“Red Fraction” – Mell (Black Lagoon, 2006)
It makes sense that Black Lagoon would end up having an English language opening. Technically, all the characters in Black Lagoon know English, anyways – I mean, yeah, the actors are performing in Japanese, but we see in the “Fujiyama Gangsta Paradise” episodes that most of the gang don’t actually know Japanese. Plus, you figure that Revy and Dutch are both American, so why not give their series an English-language banger?
“Red Fraction” singer Mell has performed quite a few other badass anime openings, including the opening for RideBack, which is another English-language powerhouse that nearly made this list. She used to be a member of Japanese trance/techno group, I’ve Sound, who are known for doing quite a few openings for Japanese adult games.
According to Wikipedia, the group produced the soundtrack for Please Teacher! while Mell was a member, although I had a hard time actually finding any English language information about the scope of their involvement in other anime productions. I fell into a big hole of clicking through Japanese language sites and trying to Google translate more information about them, but that wasn’t a very successful journey. Anyways.
Mell’s first solo single was actually “Red Fraction,” and to this day is her most successful single. It was eventually included on her 2008 album, Mellscope, which includes the absolute banger and excellently named song, “Virgin’s high!” Her work is worth looking into if you’re a fan of high-octane techno anime openings, just be aware that she’s no longer active due to an unknown illness.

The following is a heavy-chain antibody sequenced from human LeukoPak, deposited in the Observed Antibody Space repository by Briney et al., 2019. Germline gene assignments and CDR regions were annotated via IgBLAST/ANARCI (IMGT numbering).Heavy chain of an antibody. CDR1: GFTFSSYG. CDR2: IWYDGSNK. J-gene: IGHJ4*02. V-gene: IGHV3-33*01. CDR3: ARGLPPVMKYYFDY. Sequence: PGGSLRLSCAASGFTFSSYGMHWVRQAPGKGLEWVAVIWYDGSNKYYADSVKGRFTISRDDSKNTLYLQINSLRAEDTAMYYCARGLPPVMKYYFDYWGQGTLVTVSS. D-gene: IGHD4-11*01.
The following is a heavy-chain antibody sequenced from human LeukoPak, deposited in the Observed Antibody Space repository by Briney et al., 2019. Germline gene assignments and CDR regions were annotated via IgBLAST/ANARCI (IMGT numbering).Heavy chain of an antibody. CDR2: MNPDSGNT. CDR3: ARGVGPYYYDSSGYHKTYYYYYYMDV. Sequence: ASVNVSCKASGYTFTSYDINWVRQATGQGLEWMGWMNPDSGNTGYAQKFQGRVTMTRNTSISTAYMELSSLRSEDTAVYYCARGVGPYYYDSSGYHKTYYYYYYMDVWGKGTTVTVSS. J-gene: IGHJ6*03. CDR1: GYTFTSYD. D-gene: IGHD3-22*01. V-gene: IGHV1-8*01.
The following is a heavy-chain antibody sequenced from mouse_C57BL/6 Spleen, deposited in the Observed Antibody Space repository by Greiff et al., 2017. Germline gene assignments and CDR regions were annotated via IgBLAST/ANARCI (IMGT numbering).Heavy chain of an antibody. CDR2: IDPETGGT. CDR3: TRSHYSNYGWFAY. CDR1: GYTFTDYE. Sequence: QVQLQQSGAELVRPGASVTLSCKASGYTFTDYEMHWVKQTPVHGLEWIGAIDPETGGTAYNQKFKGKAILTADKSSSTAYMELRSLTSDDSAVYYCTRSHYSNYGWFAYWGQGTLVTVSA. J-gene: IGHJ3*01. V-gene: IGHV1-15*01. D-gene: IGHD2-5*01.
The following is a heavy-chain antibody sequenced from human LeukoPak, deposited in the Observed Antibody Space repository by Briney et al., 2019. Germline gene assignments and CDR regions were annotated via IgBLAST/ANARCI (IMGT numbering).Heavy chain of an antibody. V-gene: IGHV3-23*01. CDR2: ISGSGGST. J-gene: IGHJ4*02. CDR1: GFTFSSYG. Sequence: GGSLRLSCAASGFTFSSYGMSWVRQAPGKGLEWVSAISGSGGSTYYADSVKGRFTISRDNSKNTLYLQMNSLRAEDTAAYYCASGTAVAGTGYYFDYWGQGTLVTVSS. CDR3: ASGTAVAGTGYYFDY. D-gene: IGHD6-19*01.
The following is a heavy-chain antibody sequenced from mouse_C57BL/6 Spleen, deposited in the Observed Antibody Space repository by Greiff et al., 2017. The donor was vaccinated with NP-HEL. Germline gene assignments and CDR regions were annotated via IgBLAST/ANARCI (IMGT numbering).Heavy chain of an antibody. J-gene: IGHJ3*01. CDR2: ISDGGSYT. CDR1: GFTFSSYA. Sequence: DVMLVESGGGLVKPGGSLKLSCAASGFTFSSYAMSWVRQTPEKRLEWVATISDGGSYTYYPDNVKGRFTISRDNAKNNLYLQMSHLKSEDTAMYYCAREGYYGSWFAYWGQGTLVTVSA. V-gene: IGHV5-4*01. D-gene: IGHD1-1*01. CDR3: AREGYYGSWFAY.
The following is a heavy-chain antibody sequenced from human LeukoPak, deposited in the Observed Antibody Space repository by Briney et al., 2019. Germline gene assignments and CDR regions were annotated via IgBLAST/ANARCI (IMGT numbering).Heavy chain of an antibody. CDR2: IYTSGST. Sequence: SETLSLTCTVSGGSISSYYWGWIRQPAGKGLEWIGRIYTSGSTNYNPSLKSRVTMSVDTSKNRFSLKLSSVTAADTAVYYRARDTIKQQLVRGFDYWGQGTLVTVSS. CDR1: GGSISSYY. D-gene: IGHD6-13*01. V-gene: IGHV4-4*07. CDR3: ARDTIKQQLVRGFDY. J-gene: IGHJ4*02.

“Lithium Flower” – performed by Scott Matthew (Ghost In The Shell: Stand Alone Complex, 2002)
Ah, here it is, the first of many Yoko Kanno composed entries to this list. Kanno is known for featuring a diverse group of performers from various backgrounds in her works, and the Ghost In The Shell: Stand Alone Complex soundtrack is no different. The series’ first ending, “Lithium Flower,” is performed by Australian singer Scott Matthew, and it’s one of my favorite songs on the entire soundtrack.
Scott Matthew also performed my favorite song on the Cowboy Bebop: Knockin’ On Heaven’s Door soundtrack, “Is It Real?” His vocal stylings are melancholic and evocative, and I’m thankful he appeared on these soundtracks, or else I would have never been exposed to his album, There Is an Ocean That Divides and with My Longing I Can Charge It with a Voltage That’s So Violent to Cross It Could Mean Death. An annoyingly long album title, sure, but a fantastic album nonetheless.